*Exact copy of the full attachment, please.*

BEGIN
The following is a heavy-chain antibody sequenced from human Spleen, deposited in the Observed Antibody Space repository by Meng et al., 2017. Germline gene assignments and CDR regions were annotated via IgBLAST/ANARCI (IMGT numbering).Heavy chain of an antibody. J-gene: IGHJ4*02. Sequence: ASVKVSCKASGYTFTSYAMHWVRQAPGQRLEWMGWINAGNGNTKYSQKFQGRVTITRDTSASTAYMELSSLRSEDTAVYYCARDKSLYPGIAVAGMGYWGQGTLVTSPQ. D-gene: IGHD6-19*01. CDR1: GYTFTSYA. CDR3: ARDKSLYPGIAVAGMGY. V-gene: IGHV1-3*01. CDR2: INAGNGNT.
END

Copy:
The following is a heavy-chain antibody sequenced from human Spleen, deposited in the Observed Antibody Space repository by Meng et al., 2017. Germline gene assignments and CDR regions were annotated via IgBLAST/ANARCI (IMGT numbering).Heavy chain of an antibody. J-gene: IGHJ4*02. Sequence: ASVKVSCKASGYTFTSYAMHWVRQAPGQRLEWMGWINAGNGNTKYSQKFQGRVTITRDTSASTAYMELSSLRSEDTAVYYCARDKSLYPGIAVAGMGYWGQGTLVTSPQ. D-gene: IGHD6-19*01. CDR1: GYTFTSYA. CDR3: ARDKSLYPGIAVAGMGY. V-gene: IGHV1-3*01. CDR2: INAGNGNT.